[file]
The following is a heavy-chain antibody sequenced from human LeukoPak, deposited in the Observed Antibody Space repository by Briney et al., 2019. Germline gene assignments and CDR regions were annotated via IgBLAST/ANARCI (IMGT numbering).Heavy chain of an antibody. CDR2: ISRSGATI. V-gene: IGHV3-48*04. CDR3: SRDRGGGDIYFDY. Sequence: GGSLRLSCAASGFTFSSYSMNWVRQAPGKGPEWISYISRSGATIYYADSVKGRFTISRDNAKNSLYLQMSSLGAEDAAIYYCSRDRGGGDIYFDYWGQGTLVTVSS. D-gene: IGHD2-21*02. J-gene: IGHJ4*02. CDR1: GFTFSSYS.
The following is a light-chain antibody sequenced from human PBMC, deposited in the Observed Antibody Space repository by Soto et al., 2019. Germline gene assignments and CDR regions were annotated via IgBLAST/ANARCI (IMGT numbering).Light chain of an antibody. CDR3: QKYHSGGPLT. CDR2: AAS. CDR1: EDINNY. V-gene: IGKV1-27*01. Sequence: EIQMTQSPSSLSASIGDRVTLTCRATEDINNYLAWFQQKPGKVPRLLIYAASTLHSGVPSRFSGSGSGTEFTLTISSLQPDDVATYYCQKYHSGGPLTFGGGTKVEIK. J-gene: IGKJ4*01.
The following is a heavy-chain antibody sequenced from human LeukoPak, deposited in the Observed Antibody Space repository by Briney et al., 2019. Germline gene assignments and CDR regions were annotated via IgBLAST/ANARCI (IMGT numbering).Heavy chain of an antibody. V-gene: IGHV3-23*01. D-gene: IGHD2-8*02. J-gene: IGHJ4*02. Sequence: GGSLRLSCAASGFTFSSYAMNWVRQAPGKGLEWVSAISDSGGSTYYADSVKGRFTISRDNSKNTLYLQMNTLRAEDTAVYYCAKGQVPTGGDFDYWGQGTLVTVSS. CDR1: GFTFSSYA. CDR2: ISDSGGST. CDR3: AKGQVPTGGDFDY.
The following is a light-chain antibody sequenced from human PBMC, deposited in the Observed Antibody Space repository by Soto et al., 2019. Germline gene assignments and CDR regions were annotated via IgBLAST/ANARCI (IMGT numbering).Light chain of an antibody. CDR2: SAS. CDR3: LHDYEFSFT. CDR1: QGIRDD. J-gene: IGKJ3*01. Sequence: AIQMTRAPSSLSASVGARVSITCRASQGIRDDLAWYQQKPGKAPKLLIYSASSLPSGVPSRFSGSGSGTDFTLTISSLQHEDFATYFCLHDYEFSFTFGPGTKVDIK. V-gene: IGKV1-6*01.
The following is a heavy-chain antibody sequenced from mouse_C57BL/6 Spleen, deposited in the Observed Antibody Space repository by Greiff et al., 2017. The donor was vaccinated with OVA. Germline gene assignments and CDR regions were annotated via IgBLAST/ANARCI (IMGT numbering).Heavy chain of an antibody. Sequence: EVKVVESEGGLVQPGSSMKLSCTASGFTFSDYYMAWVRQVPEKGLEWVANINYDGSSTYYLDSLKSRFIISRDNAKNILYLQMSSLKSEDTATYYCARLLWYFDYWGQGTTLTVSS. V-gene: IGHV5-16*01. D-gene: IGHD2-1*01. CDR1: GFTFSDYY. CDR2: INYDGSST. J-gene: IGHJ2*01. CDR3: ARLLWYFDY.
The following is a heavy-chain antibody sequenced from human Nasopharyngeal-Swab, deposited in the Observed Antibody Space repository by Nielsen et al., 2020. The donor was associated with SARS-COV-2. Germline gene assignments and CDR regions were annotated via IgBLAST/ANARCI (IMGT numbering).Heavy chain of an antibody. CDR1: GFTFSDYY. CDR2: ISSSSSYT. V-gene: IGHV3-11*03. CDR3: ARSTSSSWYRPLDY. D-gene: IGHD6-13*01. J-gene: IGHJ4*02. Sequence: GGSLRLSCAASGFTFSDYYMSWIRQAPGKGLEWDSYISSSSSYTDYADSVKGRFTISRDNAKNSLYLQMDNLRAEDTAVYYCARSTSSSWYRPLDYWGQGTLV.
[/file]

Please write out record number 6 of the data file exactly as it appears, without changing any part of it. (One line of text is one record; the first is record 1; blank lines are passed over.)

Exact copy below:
The following is a heavy-chain antibody sequenced from human Nasopharyngeal-Swab, deposited in the Observed Antibody Space repository by Nielsen et al., 2020. The donor was associated with SARS-COV-2. Germline gene assignments and CDR regions were annotated via IgBLAST/ANARCI (IMGT numbering).Heavy chain of an antibody. CDR1: GFTFSDYY. CDR2: ISSSSSYT. V-gene: IGHV3-11*03. CDR3: ARSTSSSWYRPLDY. D-gene: IGHD6-13*01. J-gene: IGHJ4*02. Sequence: GGSLRLSCAASGFTFSDYYMSWIRQAPGKGLEWDSYISSSSSYTDYADSVKGRFTISRDNAKNSLYLQMDNLRAEDTAVYYCARSTSSSWYRPLDYWGQGTLV.